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Salt Lake City Weekly Ridiculous Favoritism

Queen Victoria's "friendship" with John Brown is a poignant tale of love.

By Mary Dickson

AUGUST 11, 1997:  The lives of the British royals, particularly their private lives, have always fascinated us — Edward, who gave up his throne for the woman he loved; the madness of King George; the divorce of Charles and Di.

A lesser-known, though equally compelling, story is the friendship of Queen Victoria and a Highland commoner named John Brown. Their mutual devotion was so intense, in fact, that Prime Minister Benjamin Disraeli and the cartoonists of the time dubbed the Queen "Mrs. Brown." Victoria ruled England, but John Brown ruled her. Their friendship scandalized the nation and nearly toppled the British monarchy.

The fascinating course of their relationship is charted with aplomb in Mrs. Brown, a marvelous feature film co-produced by the BBC Scotland and Mobil Masterpiece Theatre. It's a film as fine as Nicholas Hytner's Madness of King George.

Directed by John Madden, Mrs. Brown is firmly anchored by the masterful performances of British stage and screen actress Judi Dench and Scottish comedian Billy Connolly. Dench, who conducted a great deal of her own research into Victoria, brings the grieving queen to life as a woman who, following her beloved husband's death, still yearns to be treated like a woman.

Connolly, known primarily for his rough-hewn humor, is ideally cast as John Brown, the royal hunting servant who becomes the Queen's loyal protector and closest friend. They're supported by Anthony Sher as the impish Prime Minister Benjamin Disraeli, and Geoffrey Palmer as the queen's adviser, Henry Ponsonby.

As can be expected of the BBC and Masterpiece Theatre, Mrs. Brown is a wonderful period re-creation and a telling peek inside the inner sanctum of royalty. As the film opens, Victoria, barely concealing her inconsolable grief, comes to her table swathed in the black costume of mourning and flanked by family and advisers. She takes a few bites and, unable to eat, puts down her cutlery, prompting her court to follow suit. If the Queen doesn't eat, neither shall they.

Mrs. Brown
From hand to mouth, Royals-style: John Brown (Billy Connolly) and Queen Victoria (Judi Dench) in Mrs. Brown.
Directed by
John Madden
Judi Dench
Billy Connolly

When the Queen fancies taking a swim to ease her misery, the ceremony and fanfare that follows is almost humorous. A specially-adapted carriage, complete with steps, delivers the Queen and her granddaughters directly into the briny water, where in full bathing regalia complete with hats, they take a few strokes before climbing back into the royal carriage. Such are the details that shape Victorian royalty.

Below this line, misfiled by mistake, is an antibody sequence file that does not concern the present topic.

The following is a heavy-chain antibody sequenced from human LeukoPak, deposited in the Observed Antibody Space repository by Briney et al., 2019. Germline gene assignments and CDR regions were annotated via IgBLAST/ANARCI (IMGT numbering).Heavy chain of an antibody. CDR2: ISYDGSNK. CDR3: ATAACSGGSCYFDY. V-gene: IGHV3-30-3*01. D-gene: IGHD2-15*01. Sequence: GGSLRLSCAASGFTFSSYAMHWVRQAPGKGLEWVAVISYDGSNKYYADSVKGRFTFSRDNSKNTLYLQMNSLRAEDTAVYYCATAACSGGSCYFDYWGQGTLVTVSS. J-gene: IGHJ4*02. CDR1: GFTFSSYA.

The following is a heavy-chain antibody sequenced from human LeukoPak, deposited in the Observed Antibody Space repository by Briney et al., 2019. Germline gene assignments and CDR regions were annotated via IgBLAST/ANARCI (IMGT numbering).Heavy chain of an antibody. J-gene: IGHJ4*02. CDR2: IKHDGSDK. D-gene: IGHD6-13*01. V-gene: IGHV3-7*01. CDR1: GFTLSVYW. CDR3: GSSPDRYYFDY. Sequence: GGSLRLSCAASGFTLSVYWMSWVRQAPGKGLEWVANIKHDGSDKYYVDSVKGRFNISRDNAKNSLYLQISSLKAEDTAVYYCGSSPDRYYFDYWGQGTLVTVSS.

Into this carefully prescribed regimen enters John Brown, an honest, no-nonsense Highland servant who doesn't think much of rules or propriety. The Queen has summoned him because Prince Albert was always fond of him, and she hopes his presence may ease her mourning. "It is the Queen's view that all Highlanders are good for the health," explains her aid.

The imperious Victoria is initially offended by the irreverent and willful Scot who's not afraid to say what he feels. Eventually, however, she softens to his unorthodox charms. The script by Jeremy Brock is filled with heart, intelligence and abundant wit. Mrs. Brown is not only a fascinating historical chronicle, but a superb exploration of platonic friendship between a man and a woman. The kind of spiritual bond they enjoyed, based on mutual need, admiration and respect, is too seldom portrayed in film. It's the kind of love that onlookers have often misunderstood. The Queen's court, as well as her subjects, misinterpret the Queen's relationship with this perceived interloper and usurper of power.

Too distraught to handle her royal duties, the Queen follows Brown to the Highlands for her health, setting up her court at Balmoral. It's a self-imposed exile necessary for her healing, and Brown brings her cheer, taking her riding, walking, picnicking and visiting a farmer and his family, where, in a wonderful scene, the Queen sets the table and even enjoys a nip of whiskey. Victoria thrives in this simple environment, away from worldly duties and burdensome responsibilities. Her grief is so eased that she feels guilty enough to consult the clergy. The masked conversation that follows is another of the film's highlights.

As the Queen's protector, Brown also thrives, assuming more and more power. His interests, however, are strictly in the Queen's safety and well-being. Her friendship and trust, more than his new-found power, motivates and fulfills him. Resenting what they see as "ridiculous favoritism," the Queen's family and advisers demand Brown's dismissal. "Sometimes I feel Brown is all I have left of Albert," she says. "I will not give him up."

When the country, too, begins to feel abandoned by its ruler and some factions are calling for the dissolution of the monarchy, it's up to the savvy politician, Disraeli, to persuade Brown to return the Queen to her duties. Her return to her kingdom, however, will inevitably alter the course of her relationship with the man she once called her "best friend."

The story of Queen Victoria and John Brown is not so much about scandal as it is a poignant tale of friendship and love. Bravo to Madden and company for bringing it to the screen with such humanity and dignity.

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